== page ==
Milk Thistle:The Herbal Wonder
Dr. Russell Swift, DVM
Article from PetTribune
I would like to tell you about a wonderful herb and a must for every pet owner's natural medicine chest. Milk thistle, known in Latin as Silybum marianum, is one of the most effective herbs for detoxifying and regenerating the liver. I have used this herb in virtually any type of liver problem. It has saved many pets from what appeared to be a fatal condition. The liver is responsible for breaking down and eliminating most toxic substances. These include drugs, preservatives in food, artificial flavoring and coloring agents, flea sprays, dips and shampoos, environmental chemicals, chemicals found in tap water, household cleansers, air pollution, tobacco smoke and poisonous plants. Hundreds of scientific studies have demonstrated that milk thistle can protect the liver from potent toxins such as poisonous mushrooms, heavy metals and alcohol.

How does it work? When the constituents of milk thistle are absorbed, they selectively accumulate in the liver. The herb has several mechanisms of action. 1) It stimulates protein synthesis, which contributes to re-generation and replacement of liver cells. 2) It helps protect the liver against poisoning by blocking the absorption of toxins into liver cells. 3) It inhibits the formation of inflammatory substances that contribute to liver degeneration. 4) It helps the liver break down toxins. 5) Milk thistle is a potent anti-oxidant (more potent than Vitamins C and E). This means it can counteract free radical damage that can cause degenerative diseases including cancer. 6) It increases intracellular levels of glutathione, a substance necessary for detoxicating reactions. Milk thistle has a long history of use and no significant toxicity has been seen.

Clinical studies in humans have confirmed milk thistle's benefits. Trials in more than 2,000 patients showed benefits in alcohol and chemical induced fatty liver, cirrhosis, chronic hepatitis, bile duct inflammation and non specific changes in liver tissue. Elevated liver enzymes (blood tests for liver function) also improve with milk thistle therapy. Silymarin may also help prevent or treat gallstones by increasing the solubility of the bile. The best-known active compound in milk thistle is silybin. It is important to remember that there are many other naturally occurring ingredients that are vital for optimum activity. Therefore, use the whole herb or a high quality extract.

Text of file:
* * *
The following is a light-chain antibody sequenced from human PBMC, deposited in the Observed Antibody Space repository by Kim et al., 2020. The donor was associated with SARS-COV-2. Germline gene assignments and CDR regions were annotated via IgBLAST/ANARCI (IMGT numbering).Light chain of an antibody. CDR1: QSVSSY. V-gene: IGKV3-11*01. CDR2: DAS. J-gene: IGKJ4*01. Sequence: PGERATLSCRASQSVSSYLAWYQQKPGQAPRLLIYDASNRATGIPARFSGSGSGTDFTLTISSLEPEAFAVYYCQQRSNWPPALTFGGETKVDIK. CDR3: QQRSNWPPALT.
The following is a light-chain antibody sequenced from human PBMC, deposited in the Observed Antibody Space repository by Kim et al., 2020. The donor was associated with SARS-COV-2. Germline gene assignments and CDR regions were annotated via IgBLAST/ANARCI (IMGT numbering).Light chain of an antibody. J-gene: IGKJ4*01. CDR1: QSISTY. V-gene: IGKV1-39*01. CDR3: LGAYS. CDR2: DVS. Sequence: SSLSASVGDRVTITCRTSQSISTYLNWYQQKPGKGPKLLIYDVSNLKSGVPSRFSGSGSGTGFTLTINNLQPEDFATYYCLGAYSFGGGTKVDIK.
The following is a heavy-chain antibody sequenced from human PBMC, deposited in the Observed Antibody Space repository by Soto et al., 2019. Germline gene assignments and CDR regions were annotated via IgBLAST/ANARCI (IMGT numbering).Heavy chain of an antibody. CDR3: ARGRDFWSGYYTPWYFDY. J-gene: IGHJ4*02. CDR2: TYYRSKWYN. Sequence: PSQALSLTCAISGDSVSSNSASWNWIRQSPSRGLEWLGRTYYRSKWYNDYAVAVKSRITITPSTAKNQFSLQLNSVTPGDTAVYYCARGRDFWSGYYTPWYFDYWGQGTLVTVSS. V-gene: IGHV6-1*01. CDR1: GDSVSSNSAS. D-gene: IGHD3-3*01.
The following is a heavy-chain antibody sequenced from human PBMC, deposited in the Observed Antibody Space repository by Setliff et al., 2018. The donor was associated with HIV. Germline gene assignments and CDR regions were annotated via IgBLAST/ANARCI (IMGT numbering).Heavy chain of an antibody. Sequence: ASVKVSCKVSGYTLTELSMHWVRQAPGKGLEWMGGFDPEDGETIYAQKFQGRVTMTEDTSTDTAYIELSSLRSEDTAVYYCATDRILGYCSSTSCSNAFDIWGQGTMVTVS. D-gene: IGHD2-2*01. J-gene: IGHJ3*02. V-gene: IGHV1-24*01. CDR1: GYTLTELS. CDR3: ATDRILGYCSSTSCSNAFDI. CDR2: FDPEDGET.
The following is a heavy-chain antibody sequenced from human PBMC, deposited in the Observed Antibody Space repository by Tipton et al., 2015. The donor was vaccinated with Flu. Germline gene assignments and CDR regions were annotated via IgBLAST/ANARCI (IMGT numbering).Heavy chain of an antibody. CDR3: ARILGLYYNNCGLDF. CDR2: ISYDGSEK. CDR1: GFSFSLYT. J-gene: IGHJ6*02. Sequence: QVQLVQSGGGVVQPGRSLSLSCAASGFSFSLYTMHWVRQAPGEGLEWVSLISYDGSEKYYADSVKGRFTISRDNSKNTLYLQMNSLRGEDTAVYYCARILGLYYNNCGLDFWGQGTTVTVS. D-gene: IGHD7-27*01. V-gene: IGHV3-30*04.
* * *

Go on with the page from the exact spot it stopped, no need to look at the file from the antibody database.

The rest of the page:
Many drugs used today have significant liver toxicity. If your pet has been medicated with antibiotics, cortisone, chemotherapy, anti-seizure medications, heartworm preventive/treatment, anti-inflammatory, etc. or has had other liver problems, you should consider a course of milk thistle. Of course, it is also important to reduce your pet's exposure to liver toxic substances. Most drugs can be eliminated under the supervision of a holistic veterinarian through the use of natural alternatives. Toxic additives in the food and water can be reduced significantly by feeding balanced, home-prepared foods and purified water. A low toxicity flea control program can be instituted until the pet is healthy enough to no longer require it. (That's right, healthy pets don't have significant flea problems.) For household cleaning, vinegar and hydrogen peroxide are two safe alternatives.

When shopping for milk thistle, I prefer a standardized (70 or 80% silybin) product. A typical adult human dose is 100 - 150 mg. of silybin, which is approximately 200 mg. dry herb three times daily, or the equivalent in a liquid. For pets, simply use their body weight as a percentage of the human dose. For example, a 30-pound dog would get 30% of a human dose and a 10-pound cat would get 10%. Most products purchased at health food stores have the recommended human dose on the label. Give it for 2-3 months. Medicinal herbs should not be used continuously for extended periods. I suggest 5 days on then 2 days off for 6 weeks. Skip 1 week and begin again. It could be used one week each month as a little extra protection in otherwise healthy pets.

Russell Swift is a 1985 graduate of the University of Florida College of Veterinary Medicine. He has completed the Homeopathic Master Clinician program and currently has a holistic house call veterinarian practice in the South Florida area. He is also a consultant for several companies in the development of new nutritional supplements for pets. Dr. Russell Swift can be reached at 954.720.1624.

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